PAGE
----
To Be Esperly

Text by Kendra Macleod
Photograph by Alissa Anderson

Being accustomed to the grimy dinge of indie-band venues, I walked into the Town Hall Theatre in New York, and being ushered through the theater to cushy seats was a somehow comforting experience. The larger audience for the headliner of this show, Stereolab, had not quite made it in. But the couples and threesomes that dotted the dark venue were entranced by the opening act Espers, which was led by guitar-wielding, sometimes-vocalist, and flute player Greg Weeks. With a troupe of band members and guests onstage, they dove into a multi-instrumental symphony of sorts. I closed my eyes and heard Weeks mention something about the next song being scary, but I let my mind wander off into the sounds – orchestral and layered in the most organic way. I let myself drift off, outside the urbanity of New York, and into a world tapestried by music. As Weeks announced their last song, he introduced Stereolab, and midway through, the three men of the seminal post-rock band came out and joined their younger brethren. Mixing electro-synth pop with the more vintage kaleidoscope-sound of Espers may sound strange, but it was somehow epically moving. Seeing the merge between the older men established with a “modern” sound and the young band, whose music is so reminiscent of the past, was striking in conception and sound.

Espers started somewhere between the Northeast cities of New York and Philadelphia as a trio featuring singer-songwriter Weeks, Meg Baird and Brooke Sietinsons playing acoustic guitars and contributing vocals. The multi-piece act now includes six musicians, including Helena Espvall on cello, bassist Chris Smith and drummer Otto Hauser. And today, on St. Patrick’s green holiday, the band had expanded even more to include extra friends on drums and guitar.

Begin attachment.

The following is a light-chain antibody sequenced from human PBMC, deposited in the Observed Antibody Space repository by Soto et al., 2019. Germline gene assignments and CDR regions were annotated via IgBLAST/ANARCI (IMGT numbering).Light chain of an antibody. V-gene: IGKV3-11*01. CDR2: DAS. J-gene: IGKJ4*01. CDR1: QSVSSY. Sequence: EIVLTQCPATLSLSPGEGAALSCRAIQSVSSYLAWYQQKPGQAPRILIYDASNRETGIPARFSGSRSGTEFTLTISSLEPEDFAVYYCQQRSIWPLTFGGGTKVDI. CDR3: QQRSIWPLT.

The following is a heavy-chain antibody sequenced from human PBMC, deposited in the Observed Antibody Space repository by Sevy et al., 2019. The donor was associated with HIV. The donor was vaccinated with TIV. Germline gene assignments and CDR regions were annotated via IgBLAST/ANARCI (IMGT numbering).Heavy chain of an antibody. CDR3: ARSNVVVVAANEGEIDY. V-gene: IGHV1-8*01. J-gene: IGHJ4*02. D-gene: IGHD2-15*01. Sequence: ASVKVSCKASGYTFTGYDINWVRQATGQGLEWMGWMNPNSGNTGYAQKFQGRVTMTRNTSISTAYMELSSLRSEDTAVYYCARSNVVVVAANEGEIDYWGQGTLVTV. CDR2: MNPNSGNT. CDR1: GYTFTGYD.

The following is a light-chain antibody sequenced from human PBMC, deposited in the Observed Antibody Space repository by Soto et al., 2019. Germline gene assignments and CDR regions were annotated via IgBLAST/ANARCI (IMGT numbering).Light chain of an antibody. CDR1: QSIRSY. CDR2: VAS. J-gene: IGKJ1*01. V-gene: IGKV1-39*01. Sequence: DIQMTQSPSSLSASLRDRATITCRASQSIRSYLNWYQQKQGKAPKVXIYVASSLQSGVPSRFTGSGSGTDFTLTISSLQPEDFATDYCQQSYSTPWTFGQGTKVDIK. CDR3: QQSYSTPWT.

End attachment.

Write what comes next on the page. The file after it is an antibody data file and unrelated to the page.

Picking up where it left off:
While Espers’ music has been linked to the new-age folk era that has burgeoned across the indie scene over the last few years, the more outspoken members of Espers smart at the idea of being categorized within a “folk movement.” Yet they are guilty by association. The recent movement of bands has been to incorporate classical instruments – like cello and violin, and traveling pieces like flutes and harmonicas. These bands tend to share and value likeminded tastes and political standpoints, which may explain why Meg Baird tells me backstage that this particular band is at it’s best during the creation phase of music. And though Espers can be perceived and categorized by their pathways and methods similar to dozens of other bands, their music still enthralls.

THE SPRING ISSUE


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